MENC: The National Association for Music Education Welcomes J. W. Pepper & Son Inc. as First “Elite” Corporate Member Family-Owned Company “Makes Sure Kids Have Music to Read” RESTON, VA (March 1, 2007) — MENC: The National Association for Music Education announced that J. W. Pepper & Son Inc., a premiere sheet music supplier for more than 130 years, is MENC’s first “Elite” corporate member, meaning the company has made a significant commitment to supporting music education through MENC. “We are honored to be the first Elite corporate member of MENC, as we feel the continued growth of music in our schools is a shared goal between our organizations,” said Kathy Fernandes, vice president of marketing for J. W. Pepper & Son Inc. In addition to Elite corporate membership in MENC, “Pepper is a corporate member of virtually every state MENC organization in the country,” she continued. “We regularly attend state conferences, often sponsoring internet courts and reading sessions.” “MENC is pleased to welcome Pepper to Elite corporate membership status, and we appreciate their commitment to furthering music education through their membership,” said John J. Mahlmann, MENC executive director. “Our long association with this fine company includes working with them to create the first internet bulletin board for music educators, before MENC even had a Web site. We look forward to collaborating on many initiatives to advance the study and learning of music in school.” Pepper’s history is an American family-owned business story. “We’re completely home-grown. Our employees live here. Our history is here, and our future is here,” said Fernandes. With 15 stores across the United States, Pepper combines friendly, “hometown” service with the speed and efficiency of a modern national organization. Company founder James Welsh Pepper began publishing music journals from his family’s small print shop in Philadelphia in 1876. After his death in 1919, the presidency was turned over to his son, Howard E. Pepper, under whose direction the company continued to publish new titles through 1924. In 1941 a group of businessmen, headed by Harold W. Burtch, purchased the company. By 1943, the company was run entirely by the Burtch family, which retains ownership today. By concentrating on mail-order advertising, the Pepper catalogs by the early 1950s had become a primary print music source for educators. In the early 1960s, Dean Burtch, Harold’s son, assumed leadership of the company and has since been joined by his sons Greg Burtch, current president, and Glenn Burtch, vice president of branch operations and research and development. Pepper’s innovations and accomplishments through the years include developments in instrument patents, publishing, and technology. In 1986, the company implemented a new computer based program called Pepper Cares (Computer Assisted Research). This program was one of the most innovative advances Pepper has made in the music industry offering a way to assist customers in locating music to fit their needs. In 1989, Pepper developed the Pepper National Music Network, the first computer network designed for use by music directors, including a bulletin board for MENC members that enabled music directors to place orders, search for music, and communicate with other directors. In 1995, Pepper created the Pepper Music Network, the precursor of their Web site www.jwpepper.com. “We firmly believe that music has a positive impact on our culture and support music education to that end,” said Fernandes. “Pepper wants to make sure kids, and adults, have music to read. ” For more information on J. W. Pepper & Son Inc., visit www.jwpepper.com.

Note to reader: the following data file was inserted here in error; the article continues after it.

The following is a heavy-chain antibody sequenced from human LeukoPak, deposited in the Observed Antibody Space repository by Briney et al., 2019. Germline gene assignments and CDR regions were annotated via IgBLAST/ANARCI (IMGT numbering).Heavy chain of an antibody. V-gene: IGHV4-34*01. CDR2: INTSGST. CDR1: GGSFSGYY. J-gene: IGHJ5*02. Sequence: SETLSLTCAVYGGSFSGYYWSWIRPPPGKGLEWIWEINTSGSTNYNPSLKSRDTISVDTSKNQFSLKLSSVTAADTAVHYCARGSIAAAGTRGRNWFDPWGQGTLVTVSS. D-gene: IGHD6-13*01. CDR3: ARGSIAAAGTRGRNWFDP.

MENC: The National Association for Music Education, the world’s largest arts education organization, is the only association that addresses all aspects of music education. More than 130,000 members represent all levels of teaching from preschool to graduate school. Since 1907, MENC has worked to ensure that every student has access to a well-balanced, comprehensive, and high-quality program of music instruction taught by qualified teachers. MENC’s activities and resources have been largely responsible for the establishment of music education as a profession, for the promotion and guidance of music study as an integral part of the school curriculum, and for the development of the National Standards for Arts Education. ###